Now Harris didn't use these same exact statistics but they are in line with his point that African-Americans are over-represented in criminal arrests. It seems to me that African-Americans are under-represented in the percentage of them being killed by police when you factor in their arrest rates. In other words, we should expect at least 40 or 50% of those killed by the police to be African-American, not 25%. Is this true? What other relevant factors am I leaving out? It's an interesting question that I'm sure many on the left will find challenging. Professor Loury in the podcast said he didn't know the answer to that question, but it's worth an answer.

P.S. I still think Chris Rock got it right more than a decade ago when he made his video How To Not Get Your Ass Kicked By The Police. It's worth another watch in light of this increased focus on police brutality and killings.

Saturday, August 27, 2016

Does Special Relativity Entail Eternalism? Part 3 - The Logical Argument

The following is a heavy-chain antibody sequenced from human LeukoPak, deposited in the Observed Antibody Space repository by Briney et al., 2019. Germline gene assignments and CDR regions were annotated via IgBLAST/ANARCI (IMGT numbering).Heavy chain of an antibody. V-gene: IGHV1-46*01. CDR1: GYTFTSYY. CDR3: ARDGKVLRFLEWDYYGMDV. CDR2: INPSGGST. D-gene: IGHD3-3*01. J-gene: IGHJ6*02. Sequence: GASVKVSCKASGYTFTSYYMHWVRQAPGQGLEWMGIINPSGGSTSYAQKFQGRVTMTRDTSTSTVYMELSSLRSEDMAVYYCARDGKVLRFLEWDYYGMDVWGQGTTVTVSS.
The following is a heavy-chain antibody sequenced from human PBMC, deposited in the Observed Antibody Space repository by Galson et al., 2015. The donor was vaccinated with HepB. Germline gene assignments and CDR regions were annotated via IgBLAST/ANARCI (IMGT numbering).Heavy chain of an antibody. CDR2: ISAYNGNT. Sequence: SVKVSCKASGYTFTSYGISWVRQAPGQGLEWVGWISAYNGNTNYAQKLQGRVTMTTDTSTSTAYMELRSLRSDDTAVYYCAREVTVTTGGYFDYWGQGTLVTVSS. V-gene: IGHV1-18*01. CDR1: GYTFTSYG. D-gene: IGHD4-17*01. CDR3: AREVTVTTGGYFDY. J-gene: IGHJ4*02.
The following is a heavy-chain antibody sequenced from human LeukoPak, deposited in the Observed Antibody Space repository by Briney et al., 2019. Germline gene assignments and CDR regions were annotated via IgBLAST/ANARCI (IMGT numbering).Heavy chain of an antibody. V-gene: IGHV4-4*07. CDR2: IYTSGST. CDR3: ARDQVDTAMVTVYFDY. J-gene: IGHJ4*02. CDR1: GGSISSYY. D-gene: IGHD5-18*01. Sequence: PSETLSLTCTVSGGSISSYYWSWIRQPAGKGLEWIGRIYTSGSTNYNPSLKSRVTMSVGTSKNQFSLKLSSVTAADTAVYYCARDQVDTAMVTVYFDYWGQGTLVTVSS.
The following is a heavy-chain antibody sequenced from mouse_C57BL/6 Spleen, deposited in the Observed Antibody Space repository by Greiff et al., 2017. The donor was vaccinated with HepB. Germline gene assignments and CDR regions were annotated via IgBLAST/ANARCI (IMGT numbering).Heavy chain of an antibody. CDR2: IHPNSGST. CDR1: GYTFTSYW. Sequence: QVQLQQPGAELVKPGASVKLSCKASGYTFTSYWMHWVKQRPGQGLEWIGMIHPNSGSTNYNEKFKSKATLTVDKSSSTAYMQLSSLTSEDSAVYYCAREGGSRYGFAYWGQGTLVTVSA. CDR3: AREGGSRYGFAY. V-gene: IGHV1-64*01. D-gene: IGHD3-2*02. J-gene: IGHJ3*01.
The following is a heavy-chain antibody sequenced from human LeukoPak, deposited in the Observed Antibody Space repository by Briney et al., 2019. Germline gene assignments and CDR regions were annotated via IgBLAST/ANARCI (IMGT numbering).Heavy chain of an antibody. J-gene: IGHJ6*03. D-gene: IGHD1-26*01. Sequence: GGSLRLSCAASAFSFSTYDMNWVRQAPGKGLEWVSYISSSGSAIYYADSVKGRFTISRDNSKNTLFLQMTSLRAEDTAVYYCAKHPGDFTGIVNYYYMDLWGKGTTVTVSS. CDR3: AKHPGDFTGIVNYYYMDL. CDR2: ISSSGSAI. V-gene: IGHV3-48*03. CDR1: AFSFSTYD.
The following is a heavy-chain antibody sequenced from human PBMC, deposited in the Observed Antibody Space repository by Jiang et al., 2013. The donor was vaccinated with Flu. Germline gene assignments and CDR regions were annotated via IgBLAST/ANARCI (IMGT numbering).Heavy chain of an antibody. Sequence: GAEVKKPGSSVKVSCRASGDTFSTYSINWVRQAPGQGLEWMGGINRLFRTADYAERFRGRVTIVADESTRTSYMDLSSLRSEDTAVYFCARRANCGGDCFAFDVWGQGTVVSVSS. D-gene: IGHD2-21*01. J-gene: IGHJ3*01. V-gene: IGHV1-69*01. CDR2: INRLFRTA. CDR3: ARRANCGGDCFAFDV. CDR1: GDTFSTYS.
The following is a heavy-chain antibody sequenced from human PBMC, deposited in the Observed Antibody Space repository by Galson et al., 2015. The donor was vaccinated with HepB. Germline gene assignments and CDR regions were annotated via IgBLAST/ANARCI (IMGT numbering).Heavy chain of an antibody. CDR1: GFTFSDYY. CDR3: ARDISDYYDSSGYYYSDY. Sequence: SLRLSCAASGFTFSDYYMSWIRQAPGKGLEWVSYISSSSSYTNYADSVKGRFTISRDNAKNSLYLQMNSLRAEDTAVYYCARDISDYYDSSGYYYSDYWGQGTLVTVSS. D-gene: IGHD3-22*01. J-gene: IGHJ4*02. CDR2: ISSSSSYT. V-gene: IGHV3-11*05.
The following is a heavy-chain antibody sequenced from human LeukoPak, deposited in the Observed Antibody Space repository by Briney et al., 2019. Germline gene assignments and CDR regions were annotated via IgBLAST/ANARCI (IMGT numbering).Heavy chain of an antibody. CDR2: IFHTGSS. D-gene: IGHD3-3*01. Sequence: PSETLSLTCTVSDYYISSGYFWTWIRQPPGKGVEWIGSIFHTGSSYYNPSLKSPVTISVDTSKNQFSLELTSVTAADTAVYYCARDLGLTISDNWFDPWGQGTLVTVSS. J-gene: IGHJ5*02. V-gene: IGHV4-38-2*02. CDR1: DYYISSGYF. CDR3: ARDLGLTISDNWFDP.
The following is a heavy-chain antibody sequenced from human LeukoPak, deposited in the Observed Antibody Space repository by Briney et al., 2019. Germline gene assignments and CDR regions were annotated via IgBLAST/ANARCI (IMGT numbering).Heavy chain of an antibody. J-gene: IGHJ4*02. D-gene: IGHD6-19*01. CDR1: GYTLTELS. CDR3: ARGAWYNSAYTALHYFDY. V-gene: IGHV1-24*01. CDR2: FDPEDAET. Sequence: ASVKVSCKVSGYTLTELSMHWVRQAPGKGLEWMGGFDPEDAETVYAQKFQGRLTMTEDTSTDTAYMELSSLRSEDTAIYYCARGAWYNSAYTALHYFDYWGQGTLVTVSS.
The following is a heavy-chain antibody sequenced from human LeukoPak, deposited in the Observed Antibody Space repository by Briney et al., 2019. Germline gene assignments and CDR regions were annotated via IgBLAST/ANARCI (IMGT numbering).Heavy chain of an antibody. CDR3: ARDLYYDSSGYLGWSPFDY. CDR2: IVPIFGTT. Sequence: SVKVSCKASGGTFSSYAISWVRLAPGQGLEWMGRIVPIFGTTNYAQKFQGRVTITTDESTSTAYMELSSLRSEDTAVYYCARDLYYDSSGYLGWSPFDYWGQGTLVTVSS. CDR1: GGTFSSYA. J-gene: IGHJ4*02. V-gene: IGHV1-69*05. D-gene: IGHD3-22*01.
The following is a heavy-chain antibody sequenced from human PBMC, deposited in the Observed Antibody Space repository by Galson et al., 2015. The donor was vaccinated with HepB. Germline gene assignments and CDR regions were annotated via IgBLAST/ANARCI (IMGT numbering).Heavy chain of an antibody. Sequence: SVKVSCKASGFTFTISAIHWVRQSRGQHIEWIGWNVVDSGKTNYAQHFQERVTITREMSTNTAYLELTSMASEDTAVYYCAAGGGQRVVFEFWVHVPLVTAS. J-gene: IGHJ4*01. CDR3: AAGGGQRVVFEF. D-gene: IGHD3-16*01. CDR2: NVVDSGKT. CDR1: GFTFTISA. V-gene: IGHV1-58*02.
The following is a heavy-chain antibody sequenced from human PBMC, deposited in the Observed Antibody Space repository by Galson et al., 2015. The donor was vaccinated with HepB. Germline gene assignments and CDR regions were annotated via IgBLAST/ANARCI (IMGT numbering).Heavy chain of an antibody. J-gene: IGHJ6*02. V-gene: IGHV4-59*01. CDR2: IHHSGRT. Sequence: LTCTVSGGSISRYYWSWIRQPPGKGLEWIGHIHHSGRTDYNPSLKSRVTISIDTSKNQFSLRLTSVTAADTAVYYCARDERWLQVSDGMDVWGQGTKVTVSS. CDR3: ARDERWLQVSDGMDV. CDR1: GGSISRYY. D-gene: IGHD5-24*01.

Can we make a deductive logical argument showing how eternalism is entailed from Special Relativity? Well, let's see if we can. It involves three parts. First there is the background knowledge, and that is Special Relativity itself, specifically its two postulates. Second, there is the train scenario that is used for the argument. And finally, there is the argument itself.

Background knowledge:

Given Special Relativity's two postulates:
  • (SR1) the laws of physics are invariant (i.e. identical) in all inertial systems (non-accelerating frames of reference).
  • (SR2) the speed of light in a vacuum is the same for all observers, regardless of the motion of the light source.